In central Costa Rica, coffee trees are intercropped with Erythrina poeppigiana shade trees on steep slopes to reduce soil erosion. The shade trees reduce runoff and boost water infiltration into the soil. They can also enhance coffee production by protecting coffee trees against drought. However, introducing these trees into the system can have negative impacts such as harbouring pests and diseases that can be transmitted to coffee trees, or intercepting sunlight. Whilst yields are typically higher when grown in direct light, shade-grown coffee beans are larger, weighing 0.15g per bean as opposed to 0.13g per bean, and are of higher quality.
To maximise the benefits whilst reducing competition between the two species, Centre de Coopération Internationale en Recherche Agronomique pour le Développement (CIRAD) worked with a local coffee cooperative to test a novel way of overcoming these challenges. By dividing the farmers into different typologies based on environmental conditions and socio-economic situations, researchers were able to create a model to provide recommendations tailored to farmers within each grouping. For example, because the plots of the “labour-intensive” and “shaded system” groups receive a lot of sunlight, they could plant more shade trees to control for erosion. In contrast, for “input-intensive” and “extensive” groups, whose plots receive less sunlight but more rainfall and humidity, planting more shade trees would increase the risk of attacks by the fungus Mycena citricolor, that causes American leaf spot disease.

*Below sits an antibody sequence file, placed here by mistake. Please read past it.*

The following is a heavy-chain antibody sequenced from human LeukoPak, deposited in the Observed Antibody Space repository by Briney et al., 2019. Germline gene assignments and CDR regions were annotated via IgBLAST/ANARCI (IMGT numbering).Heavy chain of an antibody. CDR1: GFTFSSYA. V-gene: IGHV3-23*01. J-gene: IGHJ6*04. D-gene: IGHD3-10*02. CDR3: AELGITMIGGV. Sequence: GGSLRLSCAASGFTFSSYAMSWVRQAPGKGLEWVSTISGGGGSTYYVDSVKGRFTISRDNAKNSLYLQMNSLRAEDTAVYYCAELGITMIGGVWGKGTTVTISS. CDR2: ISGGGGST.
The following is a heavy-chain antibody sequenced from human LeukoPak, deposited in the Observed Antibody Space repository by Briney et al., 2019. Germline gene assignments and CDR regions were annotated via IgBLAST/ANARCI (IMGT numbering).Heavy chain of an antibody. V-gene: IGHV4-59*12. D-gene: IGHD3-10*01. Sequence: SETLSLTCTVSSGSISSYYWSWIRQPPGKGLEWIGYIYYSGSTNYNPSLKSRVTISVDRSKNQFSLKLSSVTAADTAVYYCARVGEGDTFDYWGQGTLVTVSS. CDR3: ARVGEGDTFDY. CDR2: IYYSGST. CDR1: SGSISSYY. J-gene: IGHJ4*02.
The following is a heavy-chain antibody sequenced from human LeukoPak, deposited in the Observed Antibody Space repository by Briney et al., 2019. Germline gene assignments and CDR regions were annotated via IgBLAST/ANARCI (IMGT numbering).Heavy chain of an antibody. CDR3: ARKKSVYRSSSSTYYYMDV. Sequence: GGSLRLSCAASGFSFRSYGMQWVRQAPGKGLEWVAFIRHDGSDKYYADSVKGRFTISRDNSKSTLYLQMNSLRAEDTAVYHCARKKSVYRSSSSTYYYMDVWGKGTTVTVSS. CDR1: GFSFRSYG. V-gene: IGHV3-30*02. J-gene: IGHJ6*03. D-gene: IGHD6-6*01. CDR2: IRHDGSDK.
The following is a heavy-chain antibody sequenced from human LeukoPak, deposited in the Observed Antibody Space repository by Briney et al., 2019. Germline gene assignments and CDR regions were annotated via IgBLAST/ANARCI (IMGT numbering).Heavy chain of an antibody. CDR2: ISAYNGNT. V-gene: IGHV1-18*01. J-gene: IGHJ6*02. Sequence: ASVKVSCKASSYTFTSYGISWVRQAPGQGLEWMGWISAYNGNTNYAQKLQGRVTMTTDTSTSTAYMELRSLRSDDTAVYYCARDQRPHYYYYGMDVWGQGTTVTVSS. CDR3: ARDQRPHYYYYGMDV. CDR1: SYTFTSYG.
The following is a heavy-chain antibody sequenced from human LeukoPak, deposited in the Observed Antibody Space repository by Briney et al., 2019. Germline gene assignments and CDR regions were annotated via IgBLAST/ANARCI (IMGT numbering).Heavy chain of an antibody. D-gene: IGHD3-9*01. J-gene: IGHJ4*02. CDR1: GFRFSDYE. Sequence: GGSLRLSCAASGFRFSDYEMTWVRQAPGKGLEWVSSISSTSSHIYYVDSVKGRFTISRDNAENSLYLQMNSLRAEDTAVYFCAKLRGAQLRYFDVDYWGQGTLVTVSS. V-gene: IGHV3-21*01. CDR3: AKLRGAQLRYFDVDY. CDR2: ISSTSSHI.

The conceptual model helped analyze the key processes and trade-offs for each group and helped make recommendations of adapted erosion control practices. The model also showed that for some groups, less time-consuming erosion control actions such as building drainage canals, terraces or vegetative barriers that do not impact coffee production might be more suitable altogether. In contrast, using shade trees or manual weeding worked better to control erosion as opposed to herbicide use. Overall, the method of prototyping agricultural systems as they respond to different constraints can offer a basis for more productive discussions in participatory research programmes.